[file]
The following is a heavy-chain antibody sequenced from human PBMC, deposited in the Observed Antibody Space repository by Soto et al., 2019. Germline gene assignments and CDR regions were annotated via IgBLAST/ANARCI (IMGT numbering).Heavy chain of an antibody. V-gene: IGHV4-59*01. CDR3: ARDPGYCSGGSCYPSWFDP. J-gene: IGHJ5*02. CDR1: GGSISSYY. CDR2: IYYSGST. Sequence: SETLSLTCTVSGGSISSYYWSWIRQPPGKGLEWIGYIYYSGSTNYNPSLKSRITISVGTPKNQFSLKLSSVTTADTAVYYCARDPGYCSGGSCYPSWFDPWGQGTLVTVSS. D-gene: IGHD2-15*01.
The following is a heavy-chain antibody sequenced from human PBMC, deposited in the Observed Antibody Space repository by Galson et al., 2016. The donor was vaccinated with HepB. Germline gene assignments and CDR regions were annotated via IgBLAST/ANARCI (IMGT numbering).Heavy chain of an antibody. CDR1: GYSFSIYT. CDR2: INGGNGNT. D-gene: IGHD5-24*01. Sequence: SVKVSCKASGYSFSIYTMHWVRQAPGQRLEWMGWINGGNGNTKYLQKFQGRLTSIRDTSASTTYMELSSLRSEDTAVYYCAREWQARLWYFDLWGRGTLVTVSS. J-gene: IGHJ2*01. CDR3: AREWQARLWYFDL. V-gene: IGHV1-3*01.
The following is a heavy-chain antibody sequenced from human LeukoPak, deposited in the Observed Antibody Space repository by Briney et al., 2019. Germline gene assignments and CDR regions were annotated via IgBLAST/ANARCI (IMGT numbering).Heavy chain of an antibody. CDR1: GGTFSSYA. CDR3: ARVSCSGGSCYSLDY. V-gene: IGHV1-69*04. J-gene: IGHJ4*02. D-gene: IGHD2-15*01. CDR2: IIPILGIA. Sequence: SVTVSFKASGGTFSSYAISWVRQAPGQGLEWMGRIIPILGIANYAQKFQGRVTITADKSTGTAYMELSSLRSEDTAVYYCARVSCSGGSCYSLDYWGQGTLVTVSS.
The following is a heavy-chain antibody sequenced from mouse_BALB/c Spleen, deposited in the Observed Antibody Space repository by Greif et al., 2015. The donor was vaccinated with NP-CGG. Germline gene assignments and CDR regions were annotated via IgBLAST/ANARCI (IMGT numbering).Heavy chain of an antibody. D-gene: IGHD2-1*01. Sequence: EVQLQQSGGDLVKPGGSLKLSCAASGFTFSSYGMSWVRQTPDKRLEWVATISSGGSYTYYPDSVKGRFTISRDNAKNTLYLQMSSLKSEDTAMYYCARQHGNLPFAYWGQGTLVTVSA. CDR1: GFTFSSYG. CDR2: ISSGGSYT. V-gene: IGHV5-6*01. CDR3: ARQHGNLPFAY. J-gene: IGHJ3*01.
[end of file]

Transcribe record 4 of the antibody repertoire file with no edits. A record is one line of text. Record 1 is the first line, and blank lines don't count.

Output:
The following is a heavy-chain antibody sequenced from mouse_BALB/c Spleen, deposited in the Observed Antibody Space repository by Greif et al., 2015. The donor was vaccinated with NP-CGG. Germline gene assignments and CDR regions were annotated via IgBLAST/ANARCI (IMGT numbering).Heavy chain of an antibody. D-gene: IGHD2-1*01. Sequence: EVQLQQSGGDLVKPGGSLKLSCAASGFTFSSYGMSWVRQTPDKRLEWVATISSGGSYTYYPDSVKGRFTISRDNAKNTLYLQMSSLKSEDTAMYYCARQHGNLPFAYWGQGTLVTVSA. CDR1: GFTFSSYG. CDR2: ISSGGSYT. V-gene: IGHV5-6*01. CDR3: ARQHGNLPFAY. J-gene: IGHJ3*01.